A real horror film . . .
"The greatest poverty is not to live
In a physical world, to feel that one's desire
Is too difficult to tell from despair." Wallace Stevens
Having just previewed the ersatz horror film, Baghead, I was not prepared for a true horror drama set in the bleak New York/Canada border: Frozen River. It's a social/realist indie that depicts with simple storytelling the harrowing experience of a single mom, Ray Eddy (Melissa Leo), smuggling aliens from Canada to the US.
Rarely will anyone see as authentic a presentation of the quiet desperation of the impoverished making it through a Christmas, in this case with three young boys to please. The white Ray with her five and fifteen year old boys and Mohawk Lila (Misty Upham) with her baby join together to make quick money smuggling aliens over a treacherous, borderless, remote, and frozen section of the St. Lawrence River leading to Quebec.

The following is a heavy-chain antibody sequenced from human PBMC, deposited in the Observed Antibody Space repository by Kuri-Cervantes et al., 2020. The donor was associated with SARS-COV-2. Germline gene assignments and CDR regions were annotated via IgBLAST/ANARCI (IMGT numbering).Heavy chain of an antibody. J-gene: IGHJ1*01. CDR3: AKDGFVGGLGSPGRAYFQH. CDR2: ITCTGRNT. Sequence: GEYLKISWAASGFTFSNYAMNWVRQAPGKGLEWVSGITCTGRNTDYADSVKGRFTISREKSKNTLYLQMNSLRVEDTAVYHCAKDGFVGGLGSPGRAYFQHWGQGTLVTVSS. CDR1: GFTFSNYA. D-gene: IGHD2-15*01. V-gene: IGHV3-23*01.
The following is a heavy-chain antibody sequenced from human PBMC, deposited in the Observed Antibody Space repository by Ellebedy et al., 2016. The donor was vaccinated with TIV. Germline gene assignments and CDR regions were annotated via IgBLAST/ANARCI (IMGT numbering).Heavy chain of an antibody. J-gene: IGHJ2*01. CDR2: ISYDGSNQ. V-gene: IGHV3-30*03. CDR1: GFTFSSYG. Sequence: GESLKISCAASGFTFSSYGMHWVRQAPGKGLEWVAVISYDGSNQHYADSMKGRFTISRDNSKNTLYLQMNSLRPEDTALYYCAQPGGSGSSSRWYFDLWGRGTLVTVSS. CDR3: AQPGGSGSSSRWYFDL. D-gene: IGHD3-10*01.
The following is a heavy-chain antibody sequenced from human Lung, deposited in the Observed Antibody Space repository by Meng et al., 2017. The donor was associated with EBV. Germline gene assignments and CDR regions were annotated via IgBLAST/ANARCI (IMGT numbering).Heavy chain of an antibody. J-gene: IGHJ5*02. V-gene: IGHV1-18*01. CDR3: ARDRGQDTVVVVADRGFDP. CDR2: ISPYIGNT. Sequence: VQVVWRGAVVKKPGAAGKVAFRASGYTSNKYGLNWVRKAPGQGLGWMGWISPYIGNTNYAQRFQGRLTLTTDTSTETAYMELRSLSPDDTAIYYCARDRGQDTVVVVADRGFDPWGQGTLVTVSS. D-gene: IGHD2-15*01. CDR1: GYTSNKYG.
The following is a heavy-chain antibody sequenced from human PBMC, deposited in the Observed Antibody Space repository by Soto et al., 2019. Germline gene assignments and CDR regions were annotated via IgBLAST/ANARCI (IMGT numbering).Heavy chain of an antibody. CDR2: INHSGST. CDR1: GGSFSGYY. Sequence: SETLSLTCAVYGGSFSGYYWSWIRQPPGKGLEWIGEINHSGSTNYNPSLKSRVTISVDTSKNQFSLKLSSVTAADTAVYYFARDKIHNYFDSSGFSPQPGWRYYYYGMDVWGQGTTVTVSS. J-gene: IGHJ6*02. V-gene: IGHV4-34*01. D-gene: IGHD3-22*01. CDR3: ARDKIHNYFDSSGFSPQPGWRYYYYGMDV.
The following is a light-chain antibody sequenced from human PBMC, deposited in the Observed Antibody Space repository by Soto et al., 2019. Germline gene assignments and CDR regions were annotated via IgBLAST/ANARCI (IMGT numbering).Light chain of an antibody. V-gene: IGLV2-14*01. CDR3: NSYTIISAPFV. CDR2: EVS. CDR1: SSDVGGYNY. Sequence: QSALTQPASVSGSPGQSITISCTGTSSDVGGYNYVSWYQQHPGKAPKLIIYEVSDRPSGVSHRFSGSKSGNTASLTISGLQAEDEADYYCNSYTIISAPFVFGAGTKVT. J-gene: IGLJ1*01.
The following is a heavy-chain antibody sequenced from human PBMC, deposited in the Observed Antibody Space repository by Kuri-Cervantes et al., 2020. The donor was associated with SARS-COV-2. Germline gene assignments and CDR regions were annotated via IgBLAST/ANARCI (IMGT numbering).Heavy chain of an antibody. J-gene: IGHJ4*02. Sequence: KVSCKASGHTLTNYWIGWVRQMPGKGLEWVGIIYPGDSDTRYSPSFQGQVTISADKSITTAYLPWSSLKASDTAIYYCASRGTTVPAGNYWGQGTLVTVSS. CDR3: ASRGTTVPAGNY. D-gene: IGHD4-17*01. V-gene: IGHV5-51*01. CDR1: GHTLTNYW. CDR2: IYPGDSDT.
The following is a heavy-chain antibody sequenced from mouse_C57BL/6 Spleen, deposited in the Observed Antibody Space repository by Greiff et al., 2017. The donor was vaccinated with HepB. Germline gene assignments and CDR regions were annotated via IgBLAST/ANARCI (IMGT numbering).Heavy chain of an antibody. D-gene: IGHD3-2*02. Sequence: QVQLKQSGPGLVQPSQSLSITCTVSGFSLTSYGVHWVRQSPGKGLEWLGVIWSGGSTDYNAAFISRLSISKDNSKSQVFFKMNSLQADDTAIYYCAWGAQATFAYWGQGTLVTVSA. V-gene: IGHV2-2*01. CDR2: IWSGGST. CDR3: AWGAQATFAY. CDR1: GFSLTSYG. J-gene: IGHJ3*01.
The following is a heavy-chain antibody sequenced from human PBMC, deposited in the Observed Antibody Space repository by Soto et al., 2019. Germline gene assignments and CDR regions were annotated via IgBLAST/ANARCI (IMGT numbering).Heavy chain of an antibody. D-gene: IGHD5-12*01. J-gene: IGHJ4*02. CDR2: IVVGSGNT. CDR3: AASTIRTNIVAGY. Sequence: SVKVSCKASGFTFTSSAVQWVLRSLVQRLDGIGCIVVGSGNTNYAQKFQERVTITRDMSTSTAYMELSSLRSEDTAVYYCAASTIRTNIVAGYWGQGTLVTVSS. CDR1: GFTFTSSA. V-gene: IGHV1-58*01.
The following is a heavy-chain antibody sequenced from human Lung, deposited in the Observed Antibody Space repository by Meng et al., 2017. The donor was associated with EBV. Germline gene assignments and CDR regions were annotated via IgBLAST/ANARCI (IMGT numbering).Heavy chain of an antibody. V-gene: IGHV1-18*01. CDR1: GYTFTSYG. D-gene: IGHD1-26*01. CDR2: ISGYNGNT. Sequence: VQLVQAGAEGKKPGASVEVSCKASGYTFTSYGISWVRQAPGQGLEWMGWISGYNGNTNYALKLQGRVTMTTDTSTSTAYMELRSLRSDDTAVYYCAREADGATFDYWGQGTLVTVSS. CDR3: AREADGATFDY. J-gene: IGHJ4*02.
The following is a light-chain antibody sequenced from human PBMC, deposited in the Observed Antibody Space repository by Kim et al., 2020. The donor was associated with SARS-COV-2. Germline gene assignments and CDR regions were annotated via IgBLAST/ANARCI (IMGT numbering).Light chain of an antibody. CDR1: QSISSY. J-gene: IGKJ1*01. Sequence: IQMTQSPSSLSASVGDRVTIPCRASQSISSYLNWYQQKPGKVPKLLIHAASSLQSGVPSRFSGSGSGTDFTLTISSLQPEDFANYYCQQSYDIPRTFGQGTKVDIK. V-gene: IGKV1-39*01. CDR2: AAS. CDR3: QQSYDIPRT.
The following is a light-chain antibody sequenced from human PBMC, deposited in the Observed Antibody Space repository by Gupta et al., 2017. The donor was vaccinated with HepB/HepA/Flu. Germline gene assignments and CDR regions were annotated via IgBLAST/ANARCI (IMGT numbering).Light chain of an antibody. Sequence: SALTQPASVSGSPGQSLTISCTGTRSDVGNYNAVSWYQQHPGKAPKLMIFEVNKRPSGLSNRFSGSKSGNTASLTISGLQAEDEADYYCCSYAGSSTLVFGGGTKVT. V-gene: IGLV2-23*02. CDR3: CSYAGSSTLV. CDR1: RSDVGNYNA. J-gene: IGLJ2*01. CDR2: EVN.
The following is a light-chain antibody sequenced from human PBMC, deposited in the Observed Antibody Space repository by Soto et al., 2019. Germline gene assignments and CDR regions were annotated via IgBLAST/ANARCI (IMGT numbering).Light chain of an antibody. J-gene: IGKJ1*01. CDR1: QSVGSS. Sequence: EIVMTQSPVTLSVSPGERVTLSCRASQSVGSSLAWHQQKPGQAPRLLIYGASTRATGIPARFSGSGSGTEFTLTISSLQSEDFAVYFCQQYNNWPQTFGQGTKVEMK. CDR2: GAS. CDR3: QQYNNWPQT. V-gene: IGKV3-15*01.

Although director Courtney Hunt makes it and a "High Stakes" bingo parlor a bit too obvious as metaphors for the danger of their crime, nonetheless Hunt knows how to tell an increasingly suspenseful story as much a thriller as it is a sociological commentary on poverty, single motherhood, and tribal mores (Lila: "I usually don't work with whites"). The sequence about an abandoned baby will move even the most hardened audience as it encompasses most of the thematic elements and motifs of the film.
The performances are strong enough ( Watch for Leo's nomination in a few contests?she's that good) to cancel the freshman-like directing touches, the story interesting and bleak enough to overcome any misgivings about plot gymnastics. In fact, the film achieves an allegorical aura partly because of its moralistic tropes.